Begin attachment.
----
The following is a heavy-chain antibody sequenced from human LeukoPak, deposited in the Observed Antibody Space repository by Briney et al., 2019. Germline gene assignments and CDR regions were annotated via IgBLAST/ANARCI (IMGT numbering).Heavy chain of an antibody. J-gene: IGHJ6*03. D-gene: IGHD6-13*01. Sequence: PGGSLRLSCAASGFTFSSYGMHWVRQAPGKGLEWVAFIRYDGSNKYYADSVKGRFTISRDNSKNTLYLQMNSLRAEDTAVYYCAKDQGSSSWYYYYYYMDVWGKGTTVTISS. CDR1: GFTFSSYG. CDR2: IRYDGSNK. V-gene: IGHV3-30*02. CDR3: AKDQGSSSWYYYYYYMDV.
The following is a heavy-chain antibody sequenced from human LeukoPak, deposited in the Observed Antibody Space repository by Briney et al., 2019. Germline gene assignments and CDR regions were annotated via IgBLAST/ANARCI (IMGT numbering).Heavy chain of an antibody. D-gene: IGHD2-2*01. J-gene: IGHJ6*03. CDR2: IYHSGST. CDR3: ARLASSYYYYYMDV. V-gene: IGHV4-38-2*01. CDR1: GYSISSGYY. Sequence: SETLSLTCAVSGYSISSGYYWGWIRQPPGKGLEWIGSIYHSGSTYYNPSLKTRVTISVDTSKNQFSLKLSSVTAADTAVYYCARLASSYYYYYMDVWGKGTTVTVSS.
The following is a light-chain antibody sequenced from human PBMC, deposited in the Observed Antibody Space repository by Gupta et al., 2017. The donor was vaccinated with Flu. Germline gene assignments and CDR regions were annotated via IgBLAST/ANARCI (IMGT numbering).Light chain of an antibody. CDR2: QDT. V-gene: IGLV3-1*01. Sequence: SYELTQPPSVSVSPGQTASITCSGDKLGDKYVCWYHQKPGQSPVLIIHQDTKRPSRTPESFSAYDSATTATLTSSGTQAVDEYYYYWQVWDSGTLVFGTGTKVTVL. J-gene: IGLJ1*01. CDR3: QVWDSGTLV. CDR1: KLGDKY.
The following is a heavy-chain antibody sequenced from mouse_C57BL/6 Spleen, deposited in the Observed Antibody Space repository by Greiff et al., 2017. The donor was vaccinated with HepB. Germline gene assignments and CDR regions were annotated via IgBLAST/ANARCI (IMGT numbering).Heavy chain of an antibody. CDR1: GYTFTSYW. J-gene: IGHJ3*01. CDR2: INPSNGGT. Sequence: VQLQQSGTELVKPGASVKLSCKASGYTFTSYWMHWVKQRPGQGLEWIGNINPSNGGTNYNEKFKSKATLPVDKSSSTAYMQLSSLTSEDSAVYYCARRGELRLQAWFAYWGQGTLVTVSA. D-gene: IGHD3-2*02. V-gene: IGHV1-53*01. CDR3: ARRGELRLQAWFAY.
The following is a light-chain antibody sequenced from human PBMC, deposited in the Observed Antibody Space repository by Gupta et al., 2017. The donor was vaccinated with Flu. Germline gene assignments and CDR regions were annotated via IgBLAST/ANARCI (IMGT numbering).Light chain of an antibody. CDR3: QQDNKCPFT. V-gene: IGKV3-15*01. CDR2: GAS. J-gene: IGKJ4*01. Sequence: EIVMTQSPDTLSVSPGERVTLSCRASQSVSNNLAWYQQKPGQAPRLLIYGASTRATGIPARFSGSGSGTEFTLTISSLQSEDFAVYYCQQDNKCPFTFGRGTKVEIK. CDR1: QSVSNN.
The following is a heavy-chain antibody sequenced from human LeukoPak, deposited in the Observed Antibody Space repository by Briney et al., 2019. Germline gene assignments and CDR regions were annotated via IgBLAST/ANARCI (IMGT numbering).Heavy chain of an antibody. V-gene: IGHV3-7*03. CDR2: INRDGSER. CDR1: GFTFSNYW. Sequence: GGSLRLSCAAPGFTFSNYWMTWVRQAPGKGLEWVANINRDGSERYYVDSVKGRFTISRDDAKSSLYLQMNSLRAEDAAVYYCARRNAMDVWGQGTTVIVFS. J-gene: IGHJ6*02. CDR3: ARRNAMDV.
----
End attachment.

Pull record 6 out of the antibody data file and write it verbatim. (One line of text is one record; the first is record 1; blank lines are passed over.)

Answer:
The following is a heavy-chain antibody sequenced from human LeukoPak, deposited in the Observed Antibody Space repository by Briney et al., 2019. Germline gene assignments and CDR regions were annotated via IgBLAST/ANARCI (IMGT numbering).Heavy chain of an antibody. V-gene: IGHV3-7*03. CDR2: INRDGSER. CDR1: GFTFSNYW. Sequence: GGSLRLSCAAPGFTFSNYWMTWVRQAPGKGLEWVANINRDGSERYYVDSVKGRFTISRDDAKSSLYLQMNSLRAEDAAVYYCARRNAMDVWGQGTTVIVFS. J-gene: IGHJ6*02. CDR3: ARRNAMDV.